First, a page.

If they are open they are more prone to blockages.

I was watching a programme on scavangers in India. One of the panelists commented that the entire rubbish disposal system needed to be mechanised as rubbish was not seperated by households and was collected all mixed up and then just dumped on huge waste grounds, where the manual scavengers would recover what they could. However there was so much waste, they just could not recover enough.

In the UK we are reuired to seperate out rubbish. Plastics, cardboard, cans go in one container. Paper and glass into another. We have a seperate sealed, rodent and fox proof container for food waste.

This is all collected by seperate teams. the food waste is composted and used as fertiliser.
The other two boxes are recycled.

There are quite a few Industrial incincerators being built as the waste volume is so huge.
http://en.wikipedia.org/wiki/Incineration
Quite alot of energy can be recovered:
http://en.wikipedia.org/wiki/Waste-to-energy

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Re: Technologies useful for Indian problems

Postby Vayutuvan » 18 Jan 2015 03:54

Link to BBC video.

Could 'salt potatoes' create a food revolution?

5 January 2015 Last updated at 19:21 GMT

A team of researchers in the Netherlands has discovered that potatoes can grow in earth fed by salty sea water.

The development could spark a revolution in the way food is produced in land previously considered unsuitable for agriculture.

Anna Holligan reports from the Dutch island of Texel.

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Re: Technologies useful for Indian problems

Postby sooraj » 16 Feb 2015 10:03

The man who's set to build an information platform for every Indian

http://www.rediff.com/business/report/pix-spec-the-man-whos-set-to-build-an-information-platform-for-every-indian/20150216.htm

Lalitesh Katragadda, the man behind Google Maps, is picking up where Nandan Nilekani, former Unique Identification Development Authority of India (UIDAI) chairman, left off.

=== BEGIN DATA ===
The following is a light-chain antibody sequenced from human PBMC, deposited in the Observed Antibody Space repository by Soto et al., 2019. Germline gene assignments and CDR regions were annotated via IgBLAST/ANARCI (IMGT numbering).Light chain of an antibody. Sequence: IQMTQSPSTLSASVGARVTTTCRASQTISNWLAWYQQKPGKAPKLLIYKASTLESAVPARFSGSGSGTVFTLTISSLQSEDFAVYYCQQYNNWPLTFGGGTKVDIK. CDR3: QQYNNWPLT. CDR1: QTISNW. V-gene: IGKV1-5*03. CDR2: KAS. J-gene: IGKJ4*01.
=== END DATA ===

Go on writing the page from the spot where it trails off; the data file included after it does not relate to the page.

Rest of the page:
After quitting his lucrative job as Google’s India head for products in March last year, Katragadda is building a national information platform - an exhaustive database of information on the ‘next billion’ people in India.

He is using the same method as he had for Google Maps.

He has set up a core team of engineers to develop this platform, which will be accessed by users to build a database. Crowd-sourcing of information is also on the cards.

“When you talk about an information platform for the next billion, Aadhaar is a very important tool. But a lot more can be done to make information more useful and powerful, for everyone,” Katragadda says. “Aadhaar is the enabling infrastructure, and the government is looking at other tools as well. But there is a need to build a more enabling infrastructure.”

“Today, all that people like, say, slum-dwellers have for identity is a little Aadhaar slip or a voters’ card. How about an information system that lets you know who these people are and track what they do? This might even solve the problem of finding a reliable maid or a trustworthy driver,” he added.

Trust comes through validation or authentication by more people, almost the same way as the Google Mapmaker works. “Everything in Mapmaker was drawn and authenticated by some people and machines.”

Katragadda, an alumnus of the Indian Institute of Technology, Bombay, and a doctor of philosophy (Robotics) from CarnegieMellonUniversity, is credited with developing Google Mapmaker, a tool that eventually led to the creation of Google Maps.

He had joined Google in 2002, when a robotics start-up he founded in San Francisco was acquired by the search giant.

Subsequently, he moved to India to set up Google’s India operations, the first international engineering centre for the Mountain View, California-headquartered company.

Katragadda, who is also advising the central and Andhra Pradesh governments on redesigning the fibre grids to make high-bandwidth internet available to all at affordable prices, says an information platform like the one he is building can have a transformative impact.